Disclosure: The authors report no relevant financial disclosures.

Results from a systematic review and meta-analysis revealed that the evidence does not support neuropathological correlates of bipolar disorder.

Though this does not rule out the possibility, it is unlikely that a neuropathology exists; however further study remains necessary to confirm or refute these findings, the researchers wrote in Molecular Biology.

“Like other ‘functional’ psychiatric disorders, bipolar disorder lacks any diagnostic neuropathology of the kind which characterizes and defines the dementias, but this does not mean that [bipolar disorder] has no morphological correlates,” Paul J. Harrison, FRCPsych, from the department of psychiatry at University of Oxford and Oxford Health NHS Foundation Trust, England, and colleagues wrote. “To our knowledge, there has been no substantive review covering [bipolar disorder] neuropathology... and there has never been a systematic review.”

To examine which neuropathological findings reported in bipolar disorder are well-established, the investigators conducted a systematic review of the literature and meta-analysis when possible.

Researchers searched more than 5,000 publications and identified 103 relevant data papers. Relative studies measured “visible” neuropathology parameters like density, number, size or shape of cells; cellular constituents; or cytopathological elements in patients with bipolar disorder compared with controls. Studies that identified neuronal and glial populations and that measured the size of a brain structure were also included.

In total, 81 papers were eligible for inclusion. Harrison and colleagues found that most studies relied on a limited number of brain collections and also used small sample sizes, which averaged 12 cases of bipolar disorder and 15 controls. In addition, few studies have tried to closely replicate a previous study, preventing substantial meta-analyses which were limited to two studies each comprising 16 to 36 bipolar disorder cases and 16 to 74 controls. Based on these results, the researchers reported that no neuropathological findings have been established with total certainty.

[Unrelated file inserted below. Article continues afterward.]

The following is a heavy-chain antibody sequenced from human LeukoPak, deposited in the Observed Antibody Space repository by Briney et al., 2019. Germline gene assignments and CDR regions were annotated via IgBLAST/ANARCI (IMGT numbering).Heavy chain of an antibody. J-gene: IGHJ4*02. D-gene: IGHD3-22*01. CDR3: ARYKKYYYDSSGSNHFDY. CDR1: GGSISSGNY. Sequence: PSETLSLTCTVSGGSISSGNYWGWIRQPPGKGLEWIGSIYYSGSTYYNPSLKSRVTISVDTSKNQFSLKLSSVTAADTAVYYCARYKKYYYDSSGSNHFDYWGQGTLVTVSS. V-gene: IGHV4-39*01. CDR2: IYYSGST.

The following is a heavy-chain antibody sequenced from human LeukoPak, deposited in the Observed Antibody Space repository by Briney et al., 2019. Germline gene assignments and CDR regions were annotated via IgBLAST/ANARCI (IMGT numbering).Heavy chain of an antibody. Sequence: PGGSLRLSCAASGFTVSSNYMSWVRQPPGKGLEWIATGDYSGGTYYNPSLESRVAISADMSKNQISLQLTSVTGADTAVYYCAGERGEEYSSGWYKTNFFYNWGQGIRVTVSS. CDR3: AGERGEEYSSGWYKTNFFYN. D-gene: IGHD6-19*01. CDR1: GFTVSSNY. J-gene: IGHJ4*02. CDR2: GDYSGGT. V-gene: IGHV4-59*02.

However, the authors observed several replicated positive findings in bipolar disorder, such as reduced:

  • cortical thickness and glial density in subgenual anterior cingulate cortex;
  • neuronal density in some amygdalar nuclei; and
  • calbindin-positive neuron density in prefrontal cortex.

Though other positive findings have been reported, there was limited or contradictory evidence. Negatively, the study reported that gliosis was not a feature of bipolar disorder and there’s no neuropathological evidence for an inflammatory process in the disorder.

“[Further study] would require research of a much larger scale and scope than has occurred to date, to ensure the results are conclusive, and to allow assessment of potential clinicopathological correlates and subgroupings,” the authors wrote. “This would be a challenging undertaking, but transcriptomic and other molecular studies of psychiatric disorders, including [bipolar disorder], now routinely include many hundreds of brains. Neuropathological research should have similar aspirations.” – by Savannah Demko

Disclosure: The authors report no relevant financial disclosures.